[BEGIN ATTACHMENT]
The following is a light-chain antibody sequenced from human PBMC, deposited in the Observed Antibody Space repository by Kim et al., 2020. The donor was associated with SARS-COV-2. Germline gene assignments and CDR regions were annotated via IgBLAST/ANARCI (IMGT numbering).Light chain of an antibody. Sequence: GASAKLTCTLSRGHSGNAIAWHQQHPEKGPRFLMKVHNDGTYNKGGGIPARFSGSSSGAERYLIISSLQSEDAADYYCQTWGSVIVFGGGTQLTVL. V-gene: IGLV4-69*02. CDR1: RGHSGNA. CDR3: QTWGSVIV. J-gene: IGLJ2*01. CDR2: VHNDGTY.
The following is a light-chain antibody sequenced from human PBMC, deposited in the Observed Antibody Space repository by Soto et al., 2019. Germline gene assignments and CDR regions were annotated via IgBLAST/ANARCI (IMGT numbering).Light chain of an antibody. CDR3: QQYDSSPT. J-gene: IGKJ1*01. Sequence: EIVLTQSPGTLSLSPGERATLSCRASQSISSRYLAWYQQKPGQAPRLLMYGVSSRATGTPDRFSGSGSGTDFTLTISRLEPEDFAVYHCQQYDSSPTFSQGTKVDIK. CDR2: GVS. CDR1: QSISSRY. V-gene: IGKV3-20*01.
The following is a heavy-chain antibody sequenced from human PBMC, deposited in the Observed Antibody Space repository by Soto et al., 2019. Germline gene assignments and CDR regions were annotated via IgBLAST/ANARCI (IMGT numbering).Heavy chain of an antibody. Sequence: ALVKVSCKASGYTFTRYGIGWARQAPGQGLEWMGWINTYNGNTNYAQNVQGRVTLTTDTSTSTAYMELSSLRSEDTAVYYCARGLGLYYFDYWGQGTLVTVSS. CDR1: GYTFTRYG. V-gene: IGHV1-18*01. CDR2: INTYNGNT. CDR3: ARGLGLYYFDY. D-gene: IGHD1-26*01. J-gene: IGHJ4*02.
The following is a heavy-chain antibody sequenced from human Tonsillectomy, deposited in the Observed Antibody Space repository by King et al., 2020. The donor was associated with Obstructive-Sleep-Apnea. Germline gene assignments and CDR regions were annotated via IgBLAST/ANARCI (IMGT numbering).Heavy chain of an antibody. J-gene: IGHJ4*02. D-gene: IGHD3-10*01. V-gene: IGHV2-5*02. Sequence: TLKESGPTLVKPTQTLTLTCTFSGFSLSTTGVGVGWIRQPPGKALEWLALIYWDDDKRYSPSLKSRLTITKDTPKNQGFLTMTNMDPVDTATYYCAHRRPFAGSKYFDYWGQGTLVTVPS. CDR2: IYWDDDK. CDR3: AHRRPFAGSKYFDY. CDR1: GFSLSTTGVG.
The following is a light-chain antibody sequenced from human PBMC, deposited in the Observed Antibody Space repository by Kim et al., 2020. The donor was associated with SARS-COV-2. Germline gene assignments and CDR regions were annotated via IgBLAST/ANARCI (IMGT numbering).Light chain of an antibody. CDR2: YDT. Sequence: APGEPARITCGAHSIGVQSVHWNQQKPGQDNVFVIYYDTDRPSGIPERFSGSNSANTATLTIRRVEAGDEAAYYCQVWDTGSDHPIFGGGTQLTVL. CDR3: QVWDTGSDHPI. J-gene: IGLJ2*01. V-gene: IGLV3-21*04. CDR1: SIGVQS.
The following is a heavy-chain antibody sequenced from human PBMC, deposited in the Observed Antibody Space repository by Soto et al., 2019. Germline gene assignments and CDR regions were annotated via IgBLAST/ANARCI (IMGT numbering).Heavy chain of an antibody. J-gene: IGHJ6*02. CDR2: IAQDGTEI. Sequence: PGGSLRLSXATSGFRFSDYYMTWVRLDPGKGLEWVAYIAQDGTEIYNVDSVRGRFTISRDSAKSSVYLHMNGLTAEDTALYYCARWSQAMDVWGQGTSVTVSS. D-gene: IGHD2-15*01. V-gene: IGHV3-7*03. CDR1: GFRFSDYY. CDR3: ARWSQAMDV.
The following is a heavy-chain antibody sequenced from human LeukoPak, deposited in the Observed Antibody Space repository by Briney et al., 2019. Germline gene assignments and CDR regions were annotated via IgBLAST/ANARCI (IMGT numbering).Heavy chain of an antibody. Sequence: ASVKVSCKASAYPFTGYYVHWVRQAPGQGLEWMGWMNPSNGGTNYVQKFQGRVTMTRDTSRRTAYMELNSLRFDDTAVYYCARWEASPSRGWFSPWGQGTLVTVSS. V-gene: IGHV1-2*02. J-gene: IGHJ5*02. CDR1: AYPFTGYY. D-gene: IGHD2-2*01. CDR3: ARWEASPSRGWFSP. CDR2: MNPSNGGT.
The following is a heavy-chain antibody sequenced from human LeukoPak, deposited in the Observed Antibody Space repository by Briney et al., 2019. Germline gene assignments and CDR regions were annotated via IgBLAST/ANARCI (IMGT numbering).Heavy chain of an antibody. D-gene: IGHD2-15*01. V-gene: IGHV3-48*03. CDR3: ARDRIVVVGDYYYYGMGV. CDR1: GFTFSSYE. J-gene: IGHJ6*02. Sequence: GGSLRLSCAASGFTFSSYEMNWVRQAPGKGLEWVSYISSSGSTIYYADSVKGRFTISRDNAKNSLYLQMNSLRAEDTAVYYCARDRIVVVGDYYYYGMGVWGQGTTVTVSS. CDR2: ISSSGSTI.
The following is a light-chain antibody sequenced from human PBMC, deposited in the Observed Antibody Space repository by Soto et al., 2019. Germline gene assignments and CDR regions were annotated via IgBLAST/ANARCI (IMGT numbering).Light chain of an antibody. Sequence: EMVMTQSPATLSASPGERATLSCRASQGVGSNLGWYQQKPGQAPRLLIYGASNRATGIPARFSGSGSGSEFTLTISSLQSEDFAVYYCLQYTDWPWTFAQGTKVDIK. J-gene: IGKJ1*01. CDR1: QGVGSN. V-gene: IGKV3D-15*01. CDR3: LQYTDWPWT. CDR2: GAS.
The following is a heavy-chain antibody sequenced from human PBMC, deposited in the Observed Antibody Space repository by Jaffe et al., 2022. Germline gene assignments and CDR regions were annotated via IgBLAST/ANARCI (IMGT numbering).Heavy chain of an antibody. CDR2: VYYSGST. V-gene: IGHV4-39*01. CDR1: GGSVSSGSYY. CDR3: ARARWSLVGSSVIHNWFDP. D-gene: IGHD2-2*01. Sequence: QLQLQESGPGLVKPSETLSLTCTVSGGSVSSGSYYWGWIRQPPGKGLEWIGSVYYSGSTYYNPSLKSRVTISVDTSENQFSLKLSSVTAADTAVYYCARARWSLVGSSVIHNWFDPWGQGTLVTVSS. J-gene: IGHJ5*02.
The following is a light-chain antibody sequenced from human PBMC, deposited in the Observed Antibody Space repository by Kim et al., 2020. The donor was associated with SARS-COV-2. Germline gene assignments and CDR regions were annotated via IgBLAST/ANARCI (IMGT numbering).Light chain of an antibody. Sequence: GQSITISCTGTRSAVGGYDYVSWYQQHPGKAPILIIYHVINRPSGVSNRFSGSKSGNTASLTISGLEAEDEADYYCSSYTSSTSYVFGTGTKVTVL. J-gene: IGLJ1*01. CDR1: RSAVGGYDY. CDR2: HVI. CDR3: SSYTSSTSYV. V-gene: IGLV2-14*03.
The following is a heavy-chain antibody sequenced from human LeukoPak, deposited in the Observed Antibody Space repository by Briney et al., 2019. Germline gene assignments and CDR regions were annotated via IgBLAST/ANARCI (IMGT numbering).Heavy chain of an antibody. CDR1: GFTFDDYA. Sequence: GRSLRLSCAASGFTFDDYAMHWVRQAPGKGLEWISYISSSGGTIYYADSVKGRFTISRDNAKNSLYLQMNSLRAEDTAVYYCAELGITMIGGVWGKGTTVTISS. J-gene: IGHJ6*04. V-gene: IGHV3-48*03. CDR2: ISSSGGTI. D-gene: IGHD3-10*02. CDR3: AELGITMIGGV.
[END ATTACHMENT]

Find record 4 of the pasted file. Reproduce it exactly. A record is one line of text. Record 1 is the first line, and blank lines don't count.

The following is a heavy-chain antibody sequenced from human Tonsillectomy, deposited in the Observed Antibody Space repository by King et al., 2020. The donor was associated with Obstructive-Sleep-Apnea. Germline gene assignments and CDR regions were annotated via IgBLAST/ANARCI (IMGT numbering).Heavy chain of an antibody. J-gene: IGHJ4*02. D-gene: IGHD3-10*01. V-gene: IGHV2-5*02. Sequence: TLKESGPTLVKPTQTLTLTCTFSGFSLSTTGVGVGWIRQPPGKALEWLALIYWDDDKRYSPSLKSRLTITKDTPKNQGFLTMTNMDPVDTATYYCAHRRPFAGSKYFDYWGQGTLVTVPS. CDR2: IYWDDDK. CDR3: AHRRPFAGSKYFDY. CDR1: GFSLSTTGVG.